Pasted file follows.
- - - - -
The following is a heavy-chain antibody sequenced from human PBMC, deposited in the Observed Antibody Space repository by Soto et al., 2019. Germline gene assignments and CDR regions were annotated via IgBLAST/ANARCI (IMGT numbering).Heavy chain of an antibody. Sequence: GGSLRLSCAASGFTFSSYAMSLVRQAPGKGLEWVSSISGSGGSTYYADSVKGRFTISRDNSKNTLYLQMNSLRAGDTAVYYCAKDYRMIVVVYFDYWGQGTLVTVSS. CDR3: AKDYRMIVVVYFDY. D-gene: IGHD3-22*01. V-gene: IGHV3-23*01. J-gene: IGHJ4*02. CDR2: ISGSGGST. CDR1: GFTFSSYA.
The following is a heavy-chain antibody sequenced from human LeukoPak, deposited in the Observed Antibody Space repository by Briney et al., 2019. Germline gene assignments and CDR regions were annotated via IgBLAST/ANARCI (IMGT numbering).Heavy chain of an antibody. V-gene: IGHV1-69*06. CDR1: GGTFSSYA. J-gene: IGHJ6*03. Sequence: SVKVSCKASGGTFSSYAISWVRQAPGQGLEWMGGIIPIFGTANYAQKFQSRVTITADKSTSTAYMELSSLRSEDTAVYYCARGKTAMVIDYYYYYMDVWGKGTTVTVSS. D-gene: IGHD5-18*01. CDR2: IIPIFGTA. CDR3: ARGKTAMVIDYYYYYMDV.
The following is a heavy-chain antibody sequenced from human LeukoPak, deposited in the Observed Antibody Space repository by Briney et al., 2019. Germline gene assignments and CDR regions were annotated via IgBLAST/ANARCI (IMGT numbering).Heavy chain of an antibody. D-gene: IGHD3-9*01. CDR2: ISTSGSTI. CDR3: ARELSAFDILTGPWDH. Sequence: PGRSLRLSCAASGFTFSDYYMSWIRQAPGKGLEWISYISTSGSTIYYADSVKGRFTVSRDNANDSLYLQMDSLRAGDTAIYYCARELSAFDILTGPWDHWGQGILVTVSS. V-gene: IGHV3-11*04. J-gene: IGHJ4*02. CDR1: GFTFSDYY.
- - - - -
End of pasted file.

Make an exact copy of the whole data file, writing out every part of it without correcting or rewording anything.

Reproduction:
The following is a heavy-chain antibody sequenced from human PBMC, deposited in the Observed Antibody Space repository by Soto et al., 2019. Germline gene assignments and CDR regions were annotated via IgBLAST/ANARCI (IMGT numbering).Heavy chain of an antibody. Sequence: GGSLRLSCAASGFTFSSYAMSLVRQAPGKGLEWVSSISGSGGSTYYADSVKGRFTISRDNSKNTLYLQMNSLRAGDTAVYYCAKDYRMIVVVYFDYWGQGTLVTVSS. CDR3: AKDYRMIVVVYFDY. D-gene: IGHD3-22*01. V-gene: IGHV3-23*01. J-gene: IGHJ4*02. CDR2: ISGSGGST. CDR1: GFTFSSYA.
The following is a heavy-chain antibody sequenced from human LeukoPak, deposited in the Observed Antibody Space repository by Briney et al., 2019. Germline gene assignments and CDR regions were annotated via IgBLAST/ANARCI (IMGT numbering).Heavy chain of an antibody. V-gene: IGHV1-69*06. CDR1: GGTFSSYA. J-gene: IGHJ6*03. Sequence: SVKVSCKASGGTFSSYAISWVRQAPGQGLEWMGGIIPIFGTANYAQKFQSRVTITADKSTSTAYMELSSLRSEDTAVYYCARGKTAMVIDYYYYYMDVWGKGTTVTVSS. D-gene: IGHD5-18*01. CDR2: IIPIFGTA. CDR3: ARGKTAMVIDYYYYYMDV.
The following is a heavy-chain antibody sequenced from human LeukoPak, deposited in the Observed Antibody Space repository by Briney et al., 2019. Germline gene assignments and CDR regions were annotated via IgBLAST/ANARCI (IMGT numbering).Heavy chain of an antibody. D-gene: IGHD3-9*01. CDR2: ISTSGSTI. CDR3: ARELSAFDILTGPWDH. Sequence: PGRSLRLSCAASGFTFSDYYMSWIRQAPGKGLEWISYISTSGSTIYYADSVKGRFTVSRDNANDSLYLQMDSLRAGDTAIYYCARELSAFDILTGPWDHWGQGILVTVSS. V-gene: IGHV3-11*04. J-gene: IGHJ4*02. CDR1: GFTFSDYY.